VietnamOfficial Name: Socialist Republic of Vietnam
BLANK PASSPORT PAGES:
One page required for entry stamp
TOURIST VISA REQUIRED:
CURRENCY RESTRICTIONS FOR ENTRY:
Yes, Currency in excess of 5,000 U.S. dollars or equivalent.
CURRENCY RESTRICTIONS FOR EXIT:
Embassies and Consulates
170 Ngoc Khanh
Ba Dinh District
Telephone: +(84) (4) 3850-5000
Emergency After-Hours Telephone: +(84) (4) 3850-5000 or (04) 3850-5000/3850-5105
Fax: +(84) (4) 3850-5010
U.S. Consulate General Ho Chi Minh City
4 Le Duan, District 1
Ho Chi Minh City, Vietnam
Telephone: +(84) (8) 3520-4200
Emergency After-Hours Telephone: +(84) (8) 3520-4200
Fax: +(84) (8) 3520-4244
Vietnam is a developing, mainly agrarian country that is moving from a centrally-planned economy to a market economy. Vietnam remains a one-party state, however, in which the Government of Vietnam is subordinate to the political control of the Communist Party of Vietnam. Tourist facilities can be basic in rural areas but are increasingly well established in Hanoi, Ho Chi Minh City, and some beach and mountain resorts. Read the Department of State Fact Sheet on Vietnam for additional information on U.S.- Vietnam relations.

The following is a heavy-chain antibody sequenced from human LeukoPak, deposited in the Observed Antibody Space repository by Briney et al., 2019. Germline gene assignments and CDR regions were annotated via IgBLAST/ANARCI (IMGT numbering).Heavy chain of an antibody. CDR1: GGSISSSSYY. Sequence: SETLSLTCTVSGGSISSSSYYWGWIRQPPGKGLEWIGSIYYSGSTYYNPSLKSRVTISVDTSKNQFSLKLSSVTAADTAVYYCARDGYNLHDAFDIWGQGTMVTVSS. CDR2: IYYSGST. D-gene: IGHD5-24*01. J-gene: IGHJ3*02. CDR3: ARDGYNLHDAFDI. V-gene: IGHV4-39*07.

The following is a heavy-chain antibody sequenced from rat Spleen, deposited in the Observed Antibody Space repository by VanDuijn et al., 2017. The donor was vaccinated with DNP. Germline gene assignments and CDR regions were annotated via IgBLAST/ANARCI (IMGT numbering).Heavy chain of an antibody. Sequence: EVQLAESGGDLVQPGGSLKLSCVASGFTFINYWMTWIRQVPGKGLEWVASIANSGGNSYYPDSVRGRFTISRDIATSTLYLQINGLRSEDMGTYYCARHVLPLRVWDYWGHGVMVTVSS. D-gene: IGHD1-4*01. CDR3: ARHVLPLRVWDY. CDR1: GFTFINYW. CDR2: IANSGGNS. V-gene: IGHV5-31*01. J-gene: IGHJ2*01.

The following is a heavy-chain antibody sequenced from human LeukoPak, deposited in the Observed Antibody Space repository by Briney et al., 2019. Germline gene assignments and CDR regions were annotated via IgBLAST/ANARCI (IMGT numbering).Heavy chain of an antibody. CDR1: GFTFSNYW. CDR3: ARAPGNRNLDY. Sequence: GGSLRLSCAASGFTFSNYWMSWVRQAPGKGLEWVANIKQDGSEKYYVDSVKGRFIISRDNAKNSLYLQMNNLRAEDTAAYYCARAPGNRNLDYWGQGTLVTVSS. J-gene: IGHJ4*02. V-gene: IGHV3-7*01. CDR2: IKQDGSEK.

Entry, Exit & Visa Requirements
To enter Vietnam, you need a valid U.S. passport with at least six months validity remaining beyond the date of your arrival and a Vietnamese visa, a visa exemption document, or a written approval letter for a visa upon arrival. You may obtain a visa, or in limited circumstances, a visa exemption document from a Vietnamese embassy or consulate prior to traveling to Vietnam. To obtain a written approval letter, you must contact a travel agency prior to departure for Vietnam. U.S. citizens have reported unscrupulous travel agencies taking advantage of travelers and charging extremely high fees upon landing. If you arrive without an appropriate Vietnamese visa, exemption document, or written approval for a visa upon arrival, you will be denied entry and subject to immediate deportation. Vietnamese visas are usually valid for a single entry, unless the traveler specifically requests a multiple-entry visa, which may incur additional fees. If you plan to leave Vietnam and re-enter from another country, be sure that your visa is valid for multiple entries into Vietnam. If it is valid for only a single entry, you will have to obtain another visa prior to returning to Vietnam.